As for tornados. Every region has weather issues and these really scared me when we first moved here some 30 years ago. The risk is NOT tornados as the likelihood of a given sq mile being hit is once every 400 years. Rather, it is ice storms and those don't excite people like a whirling tornado.

Took a lot of photos yesterday. Now I will get daughter to help me transfer them from phone to computer and then from computer to here. Had to laugh as the first photos have green leaves on the trees!

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Old 12-14-14, 08:43 AM   #28
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Quote:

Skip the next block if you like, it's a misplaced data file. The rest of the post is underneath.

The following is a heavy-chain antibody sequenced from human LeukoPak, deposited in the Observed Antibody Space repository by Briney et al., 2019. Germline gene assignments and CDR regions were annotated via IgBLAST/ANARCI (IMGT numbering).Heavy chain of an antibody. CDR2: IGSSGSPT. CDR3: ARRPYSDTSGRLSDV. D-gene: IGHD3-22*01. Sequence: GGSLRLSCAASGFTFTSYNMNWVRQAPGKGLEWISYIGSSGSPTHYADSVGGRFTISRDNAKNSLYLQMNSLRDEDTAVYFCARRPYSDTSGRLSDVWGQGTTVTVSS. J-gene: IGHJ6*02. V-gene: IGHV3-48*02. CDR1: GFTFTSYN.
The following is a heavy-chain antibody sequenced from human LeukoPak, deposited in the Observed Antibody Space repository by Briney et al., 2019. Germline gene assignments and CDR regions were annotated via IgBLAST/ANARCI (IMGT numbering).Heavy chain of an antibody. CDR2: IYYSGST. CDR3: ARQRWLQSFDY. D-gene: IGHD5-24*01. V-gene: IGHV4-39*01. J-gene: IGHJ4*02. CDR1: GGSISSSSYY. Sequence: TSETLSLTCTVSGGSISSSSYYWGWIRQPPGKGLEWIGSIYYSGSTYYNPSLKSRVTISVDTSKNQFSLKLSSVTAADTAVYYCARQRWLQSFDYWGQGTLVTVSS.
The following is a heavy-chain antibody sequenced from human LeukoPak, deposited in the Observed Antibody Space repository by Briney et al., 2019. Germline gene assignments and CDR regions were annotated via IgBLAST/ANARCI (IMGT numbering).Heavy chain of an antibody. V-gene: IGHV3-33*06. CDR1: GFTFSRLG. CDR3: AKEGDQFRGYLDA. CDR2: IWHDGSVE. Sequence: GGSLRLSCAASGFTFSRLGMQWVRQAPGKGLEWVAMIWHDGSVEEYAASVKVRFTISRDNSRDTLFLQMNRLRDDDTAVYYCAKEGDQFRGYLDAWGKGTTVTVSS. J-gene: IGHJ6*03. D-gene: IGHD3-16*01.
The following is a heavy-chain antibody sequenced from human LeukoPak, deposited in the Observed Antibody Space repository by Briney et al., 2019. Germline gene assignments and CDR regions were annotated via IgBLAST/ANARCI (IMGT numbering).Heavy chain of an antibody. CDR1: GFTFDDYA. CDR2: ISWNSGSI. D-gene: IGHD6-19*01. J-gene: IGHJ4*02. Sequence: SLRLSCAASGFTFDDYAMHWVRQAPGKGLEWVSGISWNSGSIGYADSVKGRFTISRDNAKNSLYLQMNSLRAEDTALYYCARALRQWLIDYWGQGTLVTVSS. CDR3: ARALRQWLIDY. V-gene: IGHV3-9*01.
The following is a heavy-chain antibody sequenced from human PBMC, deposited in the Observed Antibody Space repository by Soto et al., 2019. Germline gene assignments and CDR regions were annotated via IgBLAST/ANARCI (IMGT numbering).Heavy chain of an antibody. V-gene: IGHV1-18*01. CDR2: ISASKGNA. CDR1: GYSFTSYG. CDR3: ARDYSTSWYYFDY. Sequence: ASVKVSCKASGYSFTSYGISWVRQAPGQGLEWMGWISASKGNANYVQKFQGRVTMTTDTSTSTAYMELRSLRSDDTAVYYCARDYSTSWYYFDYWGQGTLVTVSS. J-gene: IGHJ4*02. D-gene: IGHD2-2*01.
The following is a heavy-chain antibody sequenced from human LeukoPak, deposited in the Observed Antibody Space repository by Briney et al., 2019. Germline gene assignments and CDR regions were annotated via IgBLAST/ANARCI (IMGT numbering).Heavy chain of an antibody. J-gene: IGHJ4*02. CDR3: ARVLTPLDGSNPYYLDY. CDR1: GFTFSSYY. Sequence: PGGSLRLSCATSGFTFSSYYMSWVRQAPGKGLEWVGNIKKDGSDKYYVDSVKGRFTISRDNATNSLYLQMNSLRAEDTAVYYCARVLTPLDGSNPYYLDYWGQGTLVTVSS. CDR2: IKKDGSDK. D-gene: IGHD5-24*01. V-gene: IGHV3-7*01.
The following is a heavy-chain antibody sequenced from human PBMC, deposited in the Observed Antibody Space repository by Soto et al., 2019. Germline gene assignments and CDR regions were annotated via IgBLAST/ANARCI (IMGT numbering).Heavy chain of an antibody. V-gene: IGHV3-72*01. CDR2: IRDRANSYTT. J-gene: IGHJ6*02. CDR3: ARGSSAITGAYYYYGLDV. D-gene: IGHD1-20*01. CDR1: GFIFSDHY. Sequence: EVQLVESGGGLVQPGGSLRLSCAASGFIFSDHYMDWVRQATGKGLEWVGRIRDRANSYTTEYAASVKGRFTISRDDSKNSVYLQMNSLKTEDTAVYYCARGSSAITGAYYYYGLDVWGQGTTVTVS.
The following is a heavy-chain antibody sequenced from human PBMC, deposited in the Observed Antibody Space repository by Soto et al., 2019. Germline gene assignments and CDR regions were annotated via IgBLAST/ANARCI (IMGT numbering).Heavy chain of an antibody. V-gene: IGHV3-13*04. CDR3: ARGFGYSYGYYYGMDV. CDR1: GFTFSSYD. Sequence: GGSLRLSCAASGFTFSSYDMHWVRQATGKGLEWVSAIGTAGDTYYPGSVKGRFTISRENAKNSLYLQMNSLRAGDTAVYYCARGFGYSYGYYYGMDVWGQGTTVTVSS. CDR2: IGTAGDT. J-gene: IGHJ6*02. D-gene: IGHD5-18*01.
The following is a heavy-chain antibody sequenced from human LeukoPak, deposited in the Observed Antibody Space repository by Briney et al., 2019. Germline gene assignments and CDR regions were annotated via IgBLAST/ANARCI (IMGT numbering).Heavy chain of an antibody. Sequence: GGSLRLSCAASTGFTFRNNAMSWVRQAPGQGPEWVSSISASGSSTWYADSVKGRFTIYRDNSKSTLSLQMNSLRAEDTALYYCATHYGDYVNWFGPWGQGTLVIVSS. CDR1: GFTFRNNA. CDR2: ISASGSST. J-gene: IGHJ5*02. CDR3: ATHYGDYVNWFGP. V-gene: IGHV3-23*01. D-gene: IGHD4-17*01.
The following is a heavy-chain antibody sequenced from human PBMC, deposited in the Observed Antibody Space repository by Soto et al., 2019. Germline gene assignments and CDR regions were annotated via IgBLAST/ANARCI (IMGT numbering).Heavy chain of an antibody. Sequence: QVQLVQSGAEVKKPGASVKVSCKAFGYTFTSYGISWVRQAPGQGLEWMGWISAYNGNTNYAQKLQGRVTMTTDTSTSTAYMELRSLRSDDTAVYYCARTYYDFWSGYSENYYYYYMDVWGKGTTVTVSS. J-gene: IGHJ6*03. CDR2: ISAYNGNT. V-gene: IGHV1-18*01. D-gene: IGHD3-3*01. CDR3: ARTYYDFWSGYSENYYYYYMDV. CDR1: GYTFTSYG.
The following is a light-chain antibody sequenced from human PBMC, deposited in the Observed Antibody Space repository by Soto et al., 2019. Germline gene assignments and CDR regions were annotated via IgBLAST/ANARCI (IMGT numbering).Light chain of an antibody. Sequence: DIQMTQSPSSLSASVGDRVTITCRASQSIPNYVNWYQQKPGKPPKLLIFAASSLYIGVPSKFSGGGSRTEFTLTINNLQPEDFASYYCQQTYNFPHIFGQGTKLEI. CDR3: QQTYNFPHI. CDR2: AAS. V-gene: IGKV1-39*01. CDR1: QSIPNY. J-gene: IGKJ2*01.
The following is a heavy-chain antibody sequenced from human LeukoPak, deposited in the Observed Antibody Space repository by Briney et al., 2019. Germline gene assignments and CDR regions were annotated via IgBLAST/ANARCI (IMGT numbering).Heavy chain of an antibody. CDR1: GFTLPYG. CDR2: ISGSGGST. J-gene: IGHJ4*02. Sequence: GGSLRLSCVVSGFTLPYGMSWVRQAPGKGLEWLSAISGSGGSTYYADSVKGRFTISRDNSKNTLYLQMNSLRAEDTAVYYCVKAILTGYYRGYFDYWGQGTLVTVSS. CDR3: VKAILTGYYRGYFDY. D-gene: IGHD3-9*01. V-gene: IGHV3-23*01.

Originally Posted by stevehull View Post
The connection of the wall to the roof is done with the aid of 2x6 trusses.
Trusses are not typically required. Panels can be side joined using several different methods, include 2by or wood I-beam. This style of construction uses a load carry center ridge beam, typically something like a 4x12 glu-lam.

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The schematic that was posed on SIP construction is only one of many that are out there.
True !
Quote:
I choose to add in strapping, extra point nailing, and far more construction adhesive than was called for.
Good idea in an area the is subject to high winds !



What I always want to know is how do the carpenters shoot those long screws perpendicular to the roof deck in 2 planes ?

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Old 12-14-14, 10:43 AM   #29
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Old wizard,